December 16, 2021
There are two extremely different points of view about the strengths that a person can develop. These divergent views are:
These opposite perspectives highlight the big question for those who advocate a strengths philosophy. Do we have latitude in selecting the strengths to develop? That choice may be driven by some behavior we deem to be essential or that we want to develop for any reason. Beyond that, it may be something that your current work position needs or that your current organization needs from you.
Having some inborn tendencies may help you in developing that strength, but that is not the deciding factor. Parents generally confirm that certain behaviors and attitudes are expressed at a relatively early age in a child. We concur that the impact of genetics cannot be denied. Studies done with identical twins separated at birth suggest that their genetics strongly influenced one-third of their behavior. The primary conclusion, however, is that two-thirds of behavior is not genetically driven. The answer to the age-old question, “Are leaders made or born that way?” cannot be one word. It is indeed a combination of the two, with the far heavier component being “leaders are made” rather than “born.”
We strongly take the position that developing strengths goes far beyond merely identifying tendencies or inclinations with which you are born. No one should feel tightly constrained with the belief that they are destined to only discover the strengths with which they were born. This is an extremely limiting, narrow view of human potential. What’s more, it is an extremely limited view of what might happen to a person over their lifetime. That people cannot grow and develop over the eight or nine decades of their life is an extremely dismal view of human potential and the human condition.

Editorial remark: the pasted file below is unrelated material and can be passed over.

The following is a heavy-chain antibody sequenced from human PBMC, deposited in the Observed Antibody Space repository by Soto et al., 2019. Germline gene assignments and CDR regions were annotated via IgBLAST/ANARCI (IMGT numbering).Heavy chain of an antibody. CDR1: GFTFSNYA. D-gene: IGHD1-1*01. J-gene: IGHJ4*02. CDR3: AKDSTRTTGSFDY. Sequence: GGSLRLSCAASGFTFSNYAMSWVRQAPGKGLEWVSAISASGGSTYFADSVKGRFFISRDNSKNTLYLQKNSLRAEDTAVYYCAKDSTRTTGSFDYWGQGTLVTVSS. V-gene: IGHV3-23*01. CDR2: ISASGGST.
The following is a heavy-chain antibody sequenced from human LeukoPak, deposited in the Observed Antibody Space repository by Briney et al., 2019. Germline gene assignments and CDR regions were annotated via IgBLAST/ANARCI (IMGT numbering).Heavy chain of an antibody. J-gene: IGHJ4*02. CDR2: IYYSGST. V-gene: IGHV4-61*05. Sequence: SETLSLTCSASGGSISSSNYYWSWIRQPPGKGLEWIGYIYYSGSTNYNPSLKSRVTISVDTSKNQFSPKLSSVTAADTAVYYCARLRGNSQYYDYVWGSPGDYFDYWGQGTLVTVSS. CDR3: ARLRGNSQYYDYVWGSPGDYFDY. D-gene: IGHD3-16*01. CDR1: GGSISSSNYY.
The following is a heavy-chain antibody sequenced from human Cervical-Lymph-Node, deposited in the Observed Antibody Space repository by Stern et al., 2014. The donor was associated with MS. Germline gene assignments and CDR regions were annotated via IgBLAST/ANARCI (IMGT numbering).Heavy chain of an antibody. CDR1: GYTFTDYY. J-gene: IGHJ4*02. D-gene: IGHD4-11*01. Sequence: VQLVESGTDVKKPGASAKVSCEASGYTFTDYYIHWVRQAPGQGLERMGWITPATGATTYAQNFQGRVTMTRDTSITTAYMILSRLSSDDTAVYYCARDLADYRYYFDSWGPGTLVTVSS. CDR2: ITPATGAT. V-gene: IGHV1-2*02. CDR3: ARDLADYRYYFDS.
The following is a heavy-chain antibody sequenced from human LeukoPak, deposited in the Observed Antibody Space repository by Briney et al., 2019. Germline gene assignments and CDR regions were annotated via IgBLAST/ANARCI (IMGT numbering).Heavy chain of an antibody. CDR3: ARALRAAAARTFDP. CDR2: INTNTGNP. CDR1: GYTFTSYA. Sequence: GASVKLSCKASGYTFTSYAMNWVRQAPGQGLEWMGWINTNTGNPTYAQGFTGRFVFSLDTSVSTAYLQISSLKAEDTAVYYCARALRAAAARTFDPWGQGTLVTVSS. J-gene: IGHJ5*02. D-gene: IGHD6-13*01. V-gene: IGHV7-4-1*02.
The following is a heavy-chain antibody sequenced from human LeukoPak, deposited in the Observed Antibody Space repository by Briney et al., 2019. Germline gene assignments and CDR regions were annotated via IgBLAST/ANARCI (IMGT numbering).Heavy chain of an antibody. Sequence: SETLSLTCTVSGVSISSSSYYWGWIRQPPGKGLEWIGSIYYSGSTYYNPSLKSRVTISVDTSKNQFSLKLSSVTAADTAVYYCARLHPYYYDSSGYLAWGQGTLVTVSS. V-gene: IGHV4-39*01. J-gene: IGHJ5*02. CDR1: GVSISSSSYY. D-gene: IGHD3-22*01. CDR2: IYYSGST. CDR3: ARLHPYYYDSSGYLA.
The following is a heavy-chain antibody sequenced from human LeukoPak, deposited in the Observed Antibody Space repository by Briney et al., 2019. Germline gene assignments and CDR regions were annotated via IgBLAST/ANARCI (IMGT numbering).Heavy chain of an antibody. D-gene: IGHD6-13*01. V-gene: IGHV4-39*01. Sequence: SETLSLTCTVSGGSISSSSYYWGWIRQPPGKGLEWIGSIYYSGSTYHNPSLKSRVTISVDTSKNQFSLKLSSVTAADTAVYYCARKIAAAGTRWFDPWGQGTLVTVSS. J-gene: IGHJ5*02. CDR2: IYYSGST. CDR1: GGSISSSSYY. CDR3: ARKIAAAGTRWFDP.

You can learn to think strategically. You can learn to be a better problem solver. You can learn to communicate more effectively. You can learn to take initiative. You can increase your innovativeness. You can learn to be an outstanding team member and collaborator. These strengths may not have been genetically inserted into you, but like Benjamin Franklin, you can acquire them.
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(This article first appeared on Forbes)
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